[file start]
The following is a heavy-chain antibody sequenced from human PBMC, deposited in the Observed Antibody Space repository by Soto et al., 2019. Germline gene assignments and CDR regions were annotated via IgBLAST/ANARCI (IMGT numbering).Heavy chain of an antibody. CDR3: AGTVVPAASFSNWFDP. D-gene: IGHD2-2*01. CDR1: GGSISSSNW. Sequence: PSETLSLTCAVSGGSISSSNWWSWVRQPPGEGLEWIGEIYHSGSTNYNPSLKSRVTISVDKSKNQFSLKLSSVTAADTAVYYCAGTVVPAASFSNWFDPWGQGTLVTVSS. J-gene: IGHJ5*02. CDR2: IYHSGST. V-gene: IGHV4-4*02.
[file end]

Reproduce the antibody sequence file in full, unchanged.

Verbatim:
The following is a heavy-chain antibody sequenced from human PBMC, deposited in the Observed Antibody Space repository by Soto et al., 2019. Germline gene assignments and CDR regions were annotated via IgBLAST/ANARCI (IMGT numbering).Heavy chain of an antibody. CDR3: AGTVVPAASFSNWFDP. D-gene: IGHD2-2*01. CDR1: GGSISSSNW. Sequence: PSETLSLTCAVSGGSISSSNWWSWVRQPPGEGLEWIGEIYHSGSTNYNPSLKSRVTISVDKSKNQFSLKLSSVTAADTAVYYCAGTVVPAASFSNWFDPWGQGTLVTVSS. J-gene: IGHJ5*02. CDR2: IYHSGST. V-gene: IGHV4-4*02.